mandag 12. oktober 2020

October 10 was supposed to be a major celebration for Kim Jong Un. Instead he faces his most daunting challenges to date

When the world's youngest dictator addressed his 25 million or so people on May 7, 2016, he made a bold promise. In just five years, the livelihoods of all North Koreans would be markedly improved, said Kim Jong Un, then 32 years old. North Korea would become a "highly civilized socialist country" whose people would enjoy the "conditions and environment for leading a wealthy and a highly civilized life to their heart's content," Kim said. The goal was ambitious bordering on impossible.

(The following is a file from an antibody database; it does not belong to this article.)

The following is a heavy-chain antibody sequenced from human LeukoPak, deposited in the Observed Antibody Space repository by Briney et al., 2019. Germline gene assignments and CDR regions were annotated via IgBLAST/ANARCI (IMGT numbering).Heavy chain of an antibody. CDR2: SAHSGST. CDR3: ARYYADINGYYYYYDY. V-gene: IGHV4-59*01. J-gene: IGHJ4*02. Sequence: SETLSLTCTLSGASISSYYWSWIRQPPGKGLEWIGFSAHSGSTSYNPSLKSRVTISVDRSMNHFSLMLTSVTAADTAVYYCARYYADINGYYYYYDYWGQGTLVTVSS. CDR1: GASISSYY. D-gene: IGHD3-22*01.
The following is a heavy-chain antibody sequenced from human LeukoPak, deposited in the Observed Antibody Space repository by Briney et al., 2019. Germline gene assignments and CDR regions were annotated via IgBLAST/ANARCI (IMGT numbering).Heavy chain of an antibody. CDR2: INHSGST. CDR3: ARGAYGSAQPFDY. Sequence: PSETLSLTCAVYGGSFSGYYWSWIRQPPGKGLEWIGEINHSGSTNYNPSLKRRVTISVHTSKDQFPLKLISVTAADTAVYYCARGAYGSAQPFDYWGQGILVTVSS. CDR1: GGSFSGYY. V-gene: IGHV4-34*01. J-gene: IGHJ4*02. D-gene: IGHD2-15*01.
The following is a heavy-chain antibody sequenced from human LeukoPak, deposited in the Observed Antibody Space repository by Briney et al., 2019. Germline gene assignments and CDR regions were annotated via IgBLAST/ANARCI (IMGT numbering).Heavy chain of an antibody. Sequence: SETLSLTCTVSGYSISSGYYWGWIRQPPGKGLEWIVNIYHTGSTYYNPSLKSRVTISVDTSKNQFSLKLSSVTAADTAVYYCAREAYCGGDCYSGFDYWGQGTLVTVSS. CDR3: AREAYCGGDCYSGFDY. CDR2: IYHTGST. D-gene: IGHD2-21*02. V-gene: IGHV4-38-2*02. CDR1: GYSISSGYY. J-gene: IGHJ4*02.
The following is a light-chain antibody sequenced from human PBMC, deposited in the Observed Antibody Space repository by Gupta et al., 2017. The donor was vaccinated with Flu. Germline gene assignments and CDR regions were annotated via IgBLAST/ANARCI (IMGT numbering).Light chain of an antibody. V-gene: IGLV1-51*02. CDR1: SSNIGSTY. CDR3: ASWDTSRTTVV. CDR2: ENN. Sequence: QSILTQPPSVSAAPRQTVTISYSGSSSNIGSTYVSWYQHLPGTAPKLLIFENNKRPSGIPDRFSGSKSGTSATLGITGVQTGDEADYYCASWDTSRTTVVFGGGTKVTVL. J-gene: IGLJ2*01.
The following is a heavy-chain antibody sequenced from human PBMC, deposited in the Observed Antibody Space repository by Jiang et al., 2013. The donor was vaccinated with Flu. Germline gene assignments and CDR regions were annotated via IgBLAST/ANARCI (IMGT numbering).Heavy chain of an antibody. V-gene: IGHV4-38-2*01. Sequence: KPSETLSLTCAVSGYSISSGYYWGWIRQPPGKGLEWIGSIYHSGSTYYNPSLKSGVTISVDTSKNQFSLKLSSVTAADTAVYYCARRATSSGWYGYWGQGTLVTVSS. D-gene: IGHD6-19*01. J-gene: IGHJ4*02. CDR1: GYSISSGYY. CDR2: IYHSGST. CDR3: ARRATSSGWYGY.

At the time, North Korea was one of the world's poorest countries, and an international pariah restrained by economic sanctions for its dogged pursuit of a nuclear weapons program. Kim appeared confident that, after purging dozens of officials who served under his father, a new cohort of leaders under his stewardship could turn things around. But the economic vision Kim laid out at that major conference in 2016 -- the first Workers' Party of Korea Congress since 1980 -- was not supported by any details other than a vague five-year plan, the economic agendas common among 20th century communist states.